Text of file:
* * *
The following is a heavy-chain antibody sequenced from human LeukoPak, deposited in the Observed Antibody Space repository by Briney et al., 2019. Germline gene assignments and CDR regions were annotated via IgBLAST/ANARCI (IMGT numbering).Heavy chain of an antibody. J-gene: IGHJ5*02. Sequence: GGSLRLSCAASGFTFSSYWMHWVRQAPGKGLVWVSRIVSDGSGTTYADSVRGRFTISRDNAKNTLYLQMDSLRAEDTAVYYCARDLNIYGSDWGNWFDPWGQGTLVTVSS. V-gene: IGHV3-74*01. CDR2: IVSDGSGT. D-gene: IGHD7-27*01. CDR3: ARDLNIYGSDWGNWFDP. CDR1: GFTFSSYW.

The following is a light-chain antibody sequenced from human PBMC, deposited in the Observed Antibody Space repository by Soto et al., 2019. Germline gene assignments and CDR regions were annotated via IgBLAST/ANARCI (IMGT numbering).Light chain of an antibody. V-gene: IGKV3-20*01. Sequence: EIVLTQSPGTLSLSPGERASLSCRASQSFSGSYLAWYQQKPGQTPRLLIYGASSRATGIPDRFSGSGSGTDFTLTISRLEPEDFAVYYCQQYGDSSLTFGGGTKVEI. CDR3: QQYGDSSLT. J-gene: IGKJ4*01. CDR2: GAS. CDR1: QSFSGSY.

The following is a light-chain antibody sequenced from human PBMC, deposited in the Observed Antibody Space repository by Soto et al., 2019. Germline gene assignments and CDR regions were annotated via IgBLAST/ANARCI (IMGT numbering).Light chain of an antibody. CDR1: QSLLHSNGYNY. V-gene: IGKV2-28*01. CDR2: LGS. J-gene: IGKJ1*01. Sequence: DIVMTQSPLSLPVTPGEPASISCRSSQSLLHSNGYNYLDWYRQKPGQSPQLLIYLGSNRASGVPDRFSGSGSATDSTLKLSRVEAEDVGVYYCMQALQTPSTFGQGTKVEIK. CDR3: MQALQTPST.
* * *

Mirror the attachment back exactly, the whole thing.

The following is a heavy-chain antibody sequenced from human LeukoPak, deposited in the Observed Antibody Space repository by Briney et al., 2019. Germline gene assignments and CDR regions were annotated via IgBLAST/ANARCI (IMGT numbering).Heavy chain of an antibody. J-gene: IGHJ5*02. Sequence: GGSLRLSCAASGFTFSSYWMHWVRQAPGKGLVWVSRIVSDGSGTTYADSVRGRFTISRDNAKNTLYLQMDSLRAEDTAVYYCARDLNIYGSDWGNWFDPWGQGTLVTVSS. V-gene: IGHV3-74*01. CDR2: IVSDGSGT. D-gene: IGHD7-27*01. CDR3: ARDLNIYGSDWGNWFDP. CDR1: GFTFSSYW.

The following is a light-chain antibody sequenced from human PBMC, deposited in the Observed Antibody Space repository by Soto et al., 2019. Germline gene assignments and CDR regions were annotated via IgBLAST/ANARCI (IMGT numbering).Light chain of an antibody. V-gene: IGKV3-20*01. Sequence: EIVLTQSPGTLSLSPGERASLSCRASQSFSGSYLAWYQQKPGQTPRLLIYGASSRATGIPDRFSGSGSGTDFTLTISRLEPEDFAVYYCQQYGDSSLTFGGGTKVEI. CDR3: QQYGDSSLT. J-gene: IGKJ4*01. CDR2: GAS. CDR1: QSFSGSY.

The following is a light-chain antibody sequenced from human PBMC, deposited in the Observed Antibody Space repository by Soto et al., 2019. Germline gene assignments and CDR regions were annotated via IgBLAST/ANARCI (IMGT numbering).Light chain of an antibody. CDR1: QSLLHSNGYNY. V-gene: IGKV2-28*01. CDR2: LGS. J-gene: IGKJ1*01. Sequence: DIVMTQSPLSLPVTPGEPASISCRSSQSLLHSNGYNYLDWYRQKPGQSPQLLIYLGSNRASGVPDRFSGSGSATDSTLKLSRVEAEDVGVYYCMQALQTPSTFGQGTKVEIK. CDR3: MQALQTPST.